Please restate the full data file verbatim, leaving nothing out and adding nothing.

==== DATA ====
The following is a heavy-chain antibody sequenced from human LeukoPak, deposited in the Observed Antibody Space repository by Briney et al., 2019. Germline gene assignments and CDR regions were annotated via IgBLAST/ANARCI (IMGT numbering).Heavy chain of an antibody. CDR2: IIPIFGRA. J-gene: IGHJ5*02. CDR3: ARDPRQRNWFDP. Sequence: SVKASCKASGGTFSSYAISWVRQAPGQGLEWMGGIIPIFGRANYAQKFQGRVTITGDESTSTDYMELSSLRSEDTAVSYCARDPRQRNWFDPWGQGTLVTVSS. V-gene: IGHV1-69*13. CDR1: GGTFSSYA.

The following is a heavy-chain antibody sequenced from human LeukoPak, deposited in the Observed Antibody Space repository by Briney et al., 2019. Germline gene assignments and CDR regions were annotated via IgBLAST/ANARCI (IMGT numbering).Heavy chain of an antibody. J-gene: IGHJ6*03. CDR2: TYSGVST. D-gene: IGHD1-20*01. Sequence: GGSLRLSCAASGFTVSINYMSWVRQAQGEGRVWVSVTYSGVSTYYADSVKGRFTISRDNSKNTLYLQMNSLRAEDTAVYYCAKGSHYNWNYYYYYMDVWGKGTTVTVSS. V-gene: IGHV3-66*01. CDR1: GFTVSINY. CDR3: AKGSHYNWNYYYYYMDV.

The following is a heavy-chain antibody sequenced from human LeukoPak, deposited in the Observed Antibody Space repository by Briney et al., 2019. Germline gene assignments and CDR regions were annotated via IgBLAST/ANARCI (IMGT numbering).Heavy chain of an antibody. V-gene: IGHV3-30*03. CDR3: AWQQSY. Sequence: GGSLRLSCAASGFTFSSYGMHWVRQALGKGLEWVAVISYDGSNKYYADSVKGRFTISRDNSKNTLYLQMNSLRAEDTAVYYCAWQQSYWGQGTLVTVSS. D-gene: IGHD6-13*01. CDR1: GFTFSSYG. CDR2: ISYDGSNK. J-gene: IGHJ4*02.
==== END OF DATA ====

The following is a heavy-chain antibody sequenced from human LeukoPak, deposited in the Observed Antibody Space repository by Briney et al., 2019. Germline gene assignments and CDR regions were annotated via IgBLAST/ANARCI (IMGT numbering).Heavy chain of an antibody. CDR2: IIPIFGRA. J-gene: IGHJ5*02. CDR3: ARDPRQRNWFDP. Sequence: SVKASCKASGGTFSSYAISWVRQAPGQGLEWMGGIIPIFGRANYAQKFQGRVTITGDESTSTDYMELSSLRSEDTAVSYCARDPRQRNWFDPWGQGTLVTVSS. V-gene: IGHV1-69*13. CDR1: GGTFSSYA.

The following is a heavy-chain antibody sequenced from human LeukoPak, deposited in the Observed Antibody Space repository by Briney et al., 2019. Germline gene assignments and CDR regions were annotated via IgBLAST/ANARCI (IMGT numbering).Heavy chain of an antibody. J-gene: IGHJ6*03. CDR2: TYSGVST. D-gene: IGHD1-20*01. Sequence: GGSLRLSCAASGFTVSINYMSWVRQAQGEGRVWVSVTYSGVSTYYADSVKGRFTISRDNSKNTLYLQMNSLRAEDTAVYYCAKGSHYNWNYYYYYMDVWGKGTTVTVSS. V-gene: IGHV3-66*01. CDR1: GFTVSINY. CDR3: AKGSHYNWNYYYYYMDV.

The following is a heavy-chain antibody sequenced from human LeukoPak, deposited in the Observed Antibody Space repository by Briney et al., 2019. Germline gene assignments and CDR regions were annotated via IgBLAST/ANARCI (IMGT numbering).Heavy chain of an antibody. V-gene: IGHV3-30*03. CDR3: AWQQSY. Sequence: GGSLRLSCAASGFTFSSYGMHWVRQALGKGLEWVAVISYDGSNKYYADSVKGRFTISRDNSKNTLYLQMNSLRAEDTAVYYCAWQQSYWGQGTLVTVSS. D-gene: IGHD6-13*01. CDR1: GFTFSSYG. CDR2: ISYDGSNK. J-gene: IGHJ4*02.